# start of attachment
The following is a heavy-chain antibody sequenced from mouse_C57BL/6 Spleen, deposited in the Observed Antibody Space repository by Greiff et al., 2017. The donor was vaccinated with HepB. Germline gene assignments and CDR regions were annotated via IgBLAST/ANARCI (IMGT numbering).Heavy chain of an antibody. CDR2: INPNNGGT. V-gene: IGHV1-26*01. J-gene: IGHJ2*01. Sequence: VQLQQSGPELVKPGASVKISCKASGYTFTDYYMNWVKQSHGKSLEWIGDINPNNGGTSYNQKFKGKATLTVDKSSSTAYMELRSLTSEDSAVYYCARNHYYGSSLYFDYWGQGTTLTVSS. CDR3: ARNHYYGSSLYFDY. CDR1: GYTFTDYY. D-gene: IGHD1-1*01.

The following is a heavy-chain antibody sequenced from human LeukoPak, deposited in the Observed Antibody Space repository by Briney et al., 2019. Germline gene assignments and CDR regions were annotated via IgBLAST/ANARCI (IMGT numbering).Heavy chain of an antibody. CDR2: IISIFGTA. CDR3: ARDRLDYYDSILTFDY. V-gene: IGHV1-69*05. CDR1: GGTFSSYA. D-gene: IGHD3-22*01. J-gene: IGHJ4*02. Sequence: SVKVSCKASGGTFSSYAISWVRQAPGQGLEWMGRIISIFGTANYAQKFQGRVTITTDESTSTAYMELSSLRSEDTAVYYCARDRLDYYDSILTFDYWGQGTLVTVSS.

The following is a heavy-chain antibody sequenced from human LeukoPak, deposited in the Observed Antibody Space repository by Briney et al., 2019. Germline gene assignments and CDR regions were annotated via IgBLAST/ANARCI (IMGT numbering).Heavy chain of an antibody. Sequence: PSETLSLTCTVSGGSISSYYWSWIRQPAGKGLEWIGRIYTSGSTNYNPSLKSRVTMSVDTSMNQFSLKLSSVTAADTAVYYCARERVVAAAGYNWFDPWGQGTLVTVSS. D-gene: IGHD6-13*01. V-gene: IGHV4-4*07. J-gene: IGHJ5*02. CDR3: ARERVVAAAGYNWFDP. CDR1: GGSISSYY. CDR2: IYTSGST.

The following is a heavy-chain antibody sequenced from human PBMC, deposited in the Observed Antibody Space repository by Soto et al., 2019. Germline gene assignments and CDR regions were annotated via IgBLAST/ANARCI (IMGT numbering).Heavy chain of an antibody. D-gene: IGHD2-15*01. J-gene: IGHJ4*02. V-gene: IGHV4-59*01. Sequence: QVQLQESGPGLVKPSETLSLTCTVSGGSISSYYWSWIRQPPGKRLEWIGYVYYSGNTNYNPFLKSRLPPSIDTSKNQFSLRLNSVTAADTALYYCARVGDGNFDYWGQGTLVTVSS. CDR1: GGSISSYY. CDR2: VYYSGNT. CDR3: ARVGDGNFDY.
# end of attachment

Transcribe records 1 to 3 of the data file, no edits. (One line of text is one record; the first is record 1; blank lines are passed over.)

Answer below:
The following is a heavy-chain antibody sequenced from mouse_C57BL/6 Spleen, deposited in the Observed Antibody Space repository by Greiff et al., 2017. The donor was vaccinated with HepB. Germline gene assignments and CDR regions were annotated via IgBLAST/ANARCI (IMGT numbering).Heavy chain of an antibody. CDR2: INPNNGGT. V-gene: IGHV1-26*01. J-gene: IGHJ2*01. Sequence: VQLQQSGPELVKPGASVKISCKASGYTFTDYYMNWVKQSHGKSLEWIGDINPNNGGTSYNQKFKGKATLTVDKSSSTAYMELRSLTSEDSAVYYCARNHYYGSSLYFDYWGQGTTLTVSS. CDR3: ARNHYYGSSLYFDY. CDR1: GYTFTDYY. D-gene: IGHD1-1*01.

The following is a heavy-chain antibody sequenced from human LeukoPak, deposited in the Observed Antibody Space repository by Briney et al., 2019. Germline gene assignments and CDR regions were annotated via IgBLAST/ANARCI (IMGT numbering).Heavy chain of an antibody. CDR2: IISIFGTA. CDR3: ARDRLDYYDSILTFDY. V-gene: IGHV1-69*05. CDR1: GGTFSSYA. D-gene: IGHD3-22*01. J-gene: IGHJ4*02. Sequence: SVKVSCKASGGTFSSYAISWVRQAPGQGLEWMGRIISIFGTANYAQKFQGRVTITTDESTSTAYMELSSLRSEDTAVYYCARDRLDYYDSILTFDYWGQGTLVTVSS.

The following is a heavy-chain antibody sequenced from human LeukoPak, deposited in the Observed Antibody Space repository by Briney et al., 2019. Germline gene assignments and CDR regions were annotated via IgBLAST/ANARCI (IMGT numbering).Heavy chain of an antibody. Sequence: PSETLSLTCTVSGGSISSYYWSWIRQPAGKGLEWIGRIYTSGSTNYNPSLKSRVTMSVDTSMNQFSLKLSSVTAADTAVYYCARERVVAAAGYNWFDPWGQGTLVTVSS. D-gene: IGHD6-13*01. V-gene: IGHV4-4*07. J-gene: IGHJ5*02. CDR3: ARERVVAAAGYNWFDP. CDR1: GGSISSYY. CDR2: IYTSGST.